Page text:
Vinnie, speaking for the tech newbie, I remember reading your earlier post about ESR and electrolytic capacitors and thinking: Wow, but what does that mean? Is it a newer form of energy storage/release similar to a bank of Ultracaps where you isolate music power from the home AC, or is it just a new form of direct-from-AC music power supply?
ESR = Equivalent Series Resistance.
It is the resistance inside the capacitor. Using a water analogy, a power supply capacitor is like a storage tank:
- The lower the ESR
, the higher the instantaneous current
) the capacitor can output.
- The higher the capacitance
value, the more water can be stored
in the tank.
- The higher the voltage
, the more water pressure
So we want high storage (Capacitance), high flow (Amperage, flowing through a very low resistance "pipe"), and in order to get more output power, the amplifier needs high enough DC voltage rails (pressure).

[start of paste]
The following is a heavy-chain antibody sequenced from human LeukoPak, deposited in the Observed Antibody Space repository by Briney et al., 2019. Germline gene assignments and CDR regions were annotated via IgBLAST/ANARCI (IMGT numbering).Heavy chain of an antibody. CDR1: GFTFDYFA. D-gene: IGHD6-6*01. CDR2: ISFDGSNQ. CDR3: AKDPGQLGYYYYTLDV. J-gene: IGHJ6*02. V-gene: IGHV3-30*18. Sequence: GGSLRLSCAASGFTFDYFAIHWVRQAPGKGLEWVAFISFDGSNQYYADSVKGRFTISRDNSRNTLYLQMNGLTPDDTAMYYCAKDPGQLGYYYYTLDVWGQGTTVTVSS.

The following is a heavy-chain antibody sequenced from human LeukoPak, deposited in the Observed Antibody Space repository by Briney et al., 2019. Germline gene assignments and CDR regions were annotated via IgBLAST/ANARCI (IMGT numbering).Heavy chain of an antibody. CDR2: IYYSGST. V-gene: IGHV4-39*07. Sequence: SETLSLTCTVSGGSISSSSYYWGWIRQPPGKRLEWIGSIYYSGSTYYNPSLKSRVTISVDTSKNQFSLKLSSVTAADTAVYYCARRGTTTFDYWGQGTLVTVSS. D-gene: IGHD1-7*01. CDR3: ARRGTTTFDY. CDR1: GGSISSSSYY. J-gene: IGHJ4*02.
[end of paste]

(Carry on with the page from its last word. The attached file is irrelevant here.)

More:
Typically, the more output power you want to output, the higher the voltage rails need to be in order to recreate an amplified signal of the input. The output signal must "swing" (go cycle positive and negative) between the voltage rails but cannot get too close to them or else the waveform gets "clipped" = distorted, as the output cannot go higher than the rails that are being modulated to create it).
I hope this makes sense, but if not, maybe we can start a new thread about it? I'm sure there are already many good threads on Audiocircle and various forums about topics such as this.